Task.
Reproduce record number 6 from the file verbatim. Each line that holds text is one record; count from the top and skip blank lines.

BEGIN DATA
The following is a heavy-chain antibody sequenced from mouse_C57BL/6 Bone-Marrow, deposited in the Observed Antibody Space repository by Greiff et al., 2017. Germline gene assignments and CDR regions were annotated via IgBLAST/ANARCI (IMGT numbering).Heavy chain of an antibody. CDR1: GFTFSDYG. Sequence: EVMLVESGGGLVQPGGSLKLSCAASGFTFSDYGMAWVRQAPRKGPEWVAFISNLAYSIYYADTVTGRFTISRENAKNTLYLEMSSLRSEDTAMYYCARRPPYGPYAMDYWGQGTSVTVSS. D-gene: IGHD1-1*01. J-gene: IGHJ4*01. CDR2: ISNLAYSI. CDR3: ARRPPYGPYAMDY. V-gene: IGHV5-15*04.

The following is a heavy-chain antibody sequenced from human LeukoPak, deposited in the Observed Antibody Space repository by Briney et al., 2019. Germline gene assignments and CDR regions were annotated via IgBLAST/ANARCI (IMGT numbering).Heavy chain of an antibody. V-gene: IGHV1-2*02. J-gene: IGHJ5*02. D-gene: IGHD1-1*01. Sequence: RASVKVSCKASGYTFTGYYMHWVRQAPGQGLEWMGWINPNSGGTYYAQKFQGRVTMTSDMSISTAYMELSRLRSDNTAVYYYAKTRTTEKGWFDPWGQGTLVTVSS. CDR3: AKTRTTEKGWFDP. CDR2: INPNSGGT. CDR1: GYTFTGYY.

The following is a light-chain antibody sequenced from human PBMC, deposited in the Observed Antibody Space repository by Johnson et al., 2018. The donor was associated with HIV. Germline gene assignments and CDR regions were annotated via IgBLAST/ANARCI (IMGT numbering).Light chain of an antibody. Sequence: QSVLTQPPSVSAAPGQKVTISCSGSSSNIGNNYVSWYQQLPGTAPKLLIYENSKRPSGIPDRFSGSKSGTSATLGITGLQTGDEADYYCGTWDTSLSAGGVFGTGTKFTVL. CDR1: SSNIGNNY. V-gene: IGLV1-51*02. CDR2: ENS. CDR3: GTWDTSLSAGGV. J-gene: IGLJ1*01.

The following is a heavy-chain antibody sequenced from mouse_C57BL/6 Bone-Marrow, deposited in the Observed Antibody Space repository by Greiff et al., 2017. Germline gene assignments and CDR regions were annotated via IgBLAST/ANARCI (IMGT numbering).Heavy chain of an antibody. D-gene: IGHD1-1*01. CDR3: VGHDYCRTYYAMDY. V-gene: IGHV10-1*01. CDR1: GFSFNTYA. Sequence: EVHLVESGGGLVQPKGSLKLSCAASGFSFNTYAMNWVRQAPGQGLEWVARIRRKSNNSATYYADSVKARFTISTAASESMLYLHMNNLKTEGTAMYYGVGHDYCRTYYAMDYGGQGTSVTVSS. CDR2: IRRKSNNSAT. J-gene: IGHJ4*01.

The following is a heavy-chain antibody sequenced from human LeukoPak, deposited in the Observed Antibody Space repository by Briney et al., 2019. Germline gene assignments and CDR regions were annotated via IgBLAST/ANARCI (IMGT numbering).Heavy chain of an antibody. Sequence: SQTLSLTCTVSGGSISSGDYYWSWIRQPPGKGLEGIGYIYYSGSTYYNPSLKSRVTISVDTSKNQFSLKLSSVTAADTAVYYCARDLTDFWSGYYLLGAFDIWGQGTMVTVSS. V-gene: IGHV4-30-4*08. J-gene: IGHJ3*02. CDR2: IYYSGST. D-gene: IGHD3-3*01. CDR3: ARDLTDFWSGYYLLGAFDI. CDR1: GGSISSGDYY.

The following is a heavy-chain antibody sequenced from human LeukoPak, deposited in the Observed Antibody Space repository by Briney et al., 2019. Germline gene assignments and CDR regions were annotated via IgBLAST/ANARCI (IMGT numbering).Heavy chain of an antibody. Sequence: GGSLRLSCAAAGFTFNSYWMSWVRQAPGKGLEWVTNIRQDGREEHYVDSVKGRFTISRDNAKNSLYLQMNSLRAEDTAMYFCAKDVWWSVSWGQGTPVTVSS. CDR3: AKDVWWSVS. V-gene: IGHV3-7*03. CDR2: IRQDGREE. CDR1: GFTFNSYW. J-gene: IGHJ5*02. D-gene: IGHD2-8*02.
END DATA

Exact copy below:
The following is a heavy-chain antibody sequenced from human LeukoPak, deposited in the Observed Antibody Space repository by Briney et al., 2019. Germline gene assignments and CDR regions were annotated via IgBLAST/ANARCI (IMGT numbering).Heavy chain of an antibody. Sequence: GGSLRLSCAAAGFTFNSYWMSWVRQAPGKGLEWVTNIRQDGREEHYVDSVKGRFTISRDNAKNSLYLQMNSLRAEDTAMYFCAKDVWWSVSWGQGTPVTVSS. CDR3: AKDVWWSVS. V-gene: IGHV3-7*03. CDR2: IRQDGREE. CDR1: GFTFNSYW. J-gene: IGHJ5*02. D-gene: IGHD2-8*02.